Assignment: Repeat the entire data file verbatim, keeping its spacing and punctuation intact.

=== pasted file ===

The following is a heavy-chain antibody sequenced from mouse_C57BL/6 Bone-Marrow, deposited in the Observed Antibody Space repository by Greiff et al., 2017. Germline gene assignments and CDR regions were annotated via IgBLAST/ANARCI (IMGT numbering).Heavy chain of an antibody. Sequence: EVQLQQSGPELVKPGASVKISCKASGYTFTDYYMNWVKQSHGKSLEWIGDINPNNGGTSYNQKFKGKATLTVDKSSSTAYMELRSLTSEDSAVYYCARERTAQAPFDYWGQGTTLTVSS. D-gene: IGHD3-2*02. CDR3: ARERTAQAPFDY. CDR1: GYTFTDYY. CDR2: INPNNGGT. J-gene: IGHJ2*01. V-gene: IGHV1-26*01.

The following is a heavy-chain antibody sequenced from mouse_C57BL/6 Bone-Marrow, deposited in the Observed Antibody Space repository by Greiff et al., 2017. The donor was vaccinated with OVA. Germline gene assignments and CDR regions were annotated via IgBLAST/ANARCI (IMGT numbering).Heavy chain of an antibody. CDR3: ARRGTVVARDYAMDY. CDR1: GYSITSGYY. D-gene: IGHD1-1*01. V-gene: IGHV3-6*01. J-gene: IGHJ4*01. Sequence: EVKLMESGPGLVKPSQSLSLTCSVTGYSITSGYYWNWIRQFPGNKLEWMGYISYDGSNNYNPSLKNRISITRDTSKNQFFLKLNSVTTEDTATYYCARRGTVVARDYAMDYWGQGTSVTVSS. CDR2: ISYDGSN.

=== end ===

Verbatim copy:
The following is a heavy-chain antibody sequenced from mouse_C57BL/6 Bone-Marrow, deposited in the Observed Antibody Space repository by Greiff et al., 2017. Germline gene assignments and CDR regions were annotated via IgBLAST/ANARCI (IMGT numbering).Heavy chain of an antibody. Sequence: EVQLQQSGPELVKPGASVKISCKASGYTFTDYYMNWVKQSHGKSLEWIGDINPNNGGTSYNQKFKGKATLTVDKSSSTAYMELRSLTSEDSAVYYCARERTAQAPFDYWGQGTTLTVSS. D-gene: IGHD3-2*02. CDR3: ARERTAQAPFDY. CDR1: GYTFTDYY. CDR2: INPNNGGT. J-gene: IGHJ2*01. V-gene: IGHV1-26*01.

The following is a heavy-chain antibody sequenced from mouse_C57BL/6 Bone-Marrow, deposited in the Observed Antibody Space repository by Greiff et al., 2017. The donor was vaccinated with OVA. Germline gene assignments and CDR regions were annotated via IgBLAST/ANARCI (IMGT numbering).Heavy chain of an antibody. CDR3: ARRGTVVARDYAMDY. CDR1: GYSITSGYY. D-gene: IGHD1-1*01. V-gene: IGHV3-6*01. J-gene: IGHJ4*01. Sequence: EVKLMESGPGLVKPSQSLSLTCSVTGYSITSGYYWNWIRQFPGNKLEWMGYISYDGSNNYNPSLKNRISITRDTSKNQFFLKLNSVTTEDTATYYCARRGTVVARDYAMDYWGQGTSVTVSS. CDR2: ISYDGSN.